I had a conversation with someone recently in which I was told I invested too much in language. We were talking about racism. My companion argued that white people can experience racism, while I argued that, by definition, racism is inapplicable to white people. I said white people can experience discrimination, but not racism. She pooh-poohed me and said, “That’s semantics. It’s all hatred.”
In the moment, I didn’t know how to respond. How do you come back when your sparring partner invalidates your argument on the grounds of hypersensitivity or nitpickery? The thing is, the difference between racism and discrimination isn’t wordplay. Racism isn’t just a partial anagram for discrimination. It looks very different played out on the bodies of those who understand all the nuances and in-your-faceties of its meaning.
What bugged me besides her misunderstanding of racism, though, was that she failed to grasp the weight words carry. It’s not just that I love words because I’m a writer; I value their heft as an activist. They can move people to take action, or introduce a concept like privilege, foreign to some despite (or rather, because of) their wealth of it.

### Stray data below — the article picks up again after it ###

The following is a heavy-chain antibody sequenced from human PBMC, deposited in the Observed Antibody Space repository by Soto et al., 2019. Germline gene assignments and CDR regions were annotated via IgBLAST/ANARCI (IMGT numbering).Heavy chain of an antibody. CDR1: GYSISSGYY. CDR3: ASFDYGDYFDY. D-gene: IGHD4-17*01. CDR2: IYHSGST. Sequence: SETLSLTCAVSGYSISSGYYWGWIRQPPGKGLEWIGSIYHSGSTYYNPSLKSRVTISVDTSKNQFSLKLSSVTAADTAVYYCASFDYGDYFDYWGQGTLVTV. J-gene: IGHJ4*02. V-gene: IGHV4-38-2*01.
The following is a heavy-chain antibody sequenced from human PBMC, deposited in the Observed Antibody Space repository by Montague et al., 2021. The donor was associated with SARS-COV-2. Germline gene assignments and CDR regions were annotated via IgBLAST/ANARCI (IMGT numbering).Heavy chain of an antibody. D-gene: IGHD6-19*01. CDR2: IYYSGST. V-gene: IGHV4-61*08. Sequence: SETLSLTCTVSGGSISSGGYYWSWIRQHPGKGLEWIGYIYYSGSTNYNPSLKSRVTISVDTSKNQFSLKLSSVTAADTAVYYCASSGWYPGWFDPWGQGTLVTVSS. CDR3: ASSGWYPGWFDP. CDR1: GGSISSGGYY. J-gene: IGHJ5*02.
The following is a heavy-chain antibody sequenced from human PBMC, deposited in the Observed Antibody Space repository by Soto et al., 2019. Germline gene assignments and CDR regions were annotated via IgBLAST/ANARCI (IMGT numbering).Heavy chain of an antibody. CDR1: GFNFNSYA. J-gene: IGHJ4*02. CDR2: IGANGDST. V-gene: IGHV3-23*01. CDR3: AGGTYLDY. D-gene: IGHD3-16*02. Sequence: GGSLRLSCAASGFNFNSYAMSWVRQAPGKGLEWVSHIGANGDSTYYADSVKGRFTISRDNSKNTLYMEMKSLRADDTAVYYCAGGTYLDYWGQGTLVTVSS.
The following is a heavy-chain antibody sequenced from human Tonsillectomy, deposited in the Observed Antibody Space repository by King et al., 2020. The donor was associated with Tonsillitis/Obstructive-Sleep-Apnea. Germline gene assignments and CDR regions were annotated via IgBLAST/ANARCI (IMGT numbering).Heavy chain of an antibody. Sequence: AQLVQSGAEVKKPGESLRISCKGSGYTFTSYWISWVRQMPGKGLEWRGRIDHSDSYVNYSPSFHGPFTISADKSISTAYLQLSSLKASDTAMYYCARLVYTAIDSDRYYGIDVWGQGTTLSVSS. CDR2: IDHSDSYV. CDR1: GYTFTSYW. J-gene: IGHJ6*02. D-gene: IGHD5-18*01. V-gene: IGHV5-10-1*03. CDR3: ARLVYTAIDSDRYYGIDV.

It’s a sign of privilege that one can draw lines around the experiences words represent and dismiss a reality ill-fitting to one’s agenda as “semantics.” Language lets people express their grief, anger, and hope. Once an awkward status updater, Twitter is now an egalitarian platform aflutter with some of the most brilliant gatekeepers and makers of culture. The trending “Je suis Charlie” became a worldwide statement of solidarity in less time than it takes a traditional news organization to cover a terror attack. Most poignant, perhaps, are the voices of the recent uprisings around the US, where activists invoke the last words of Eric Garner as a rallying cry and the succinct, exasperated summation of a people’s collective experience.
Words mean something. It’s why I’m grateful to participate in this project. You read our words and join the conversation because you care, and because we can talk to one another in ways that, at their best, allow for thoughtful discussion, and keep archives of our evolution.
Some white dude a couple hundred years ago said the pen is mightier than the sword. He’s right, but my friends on Twitter say it better.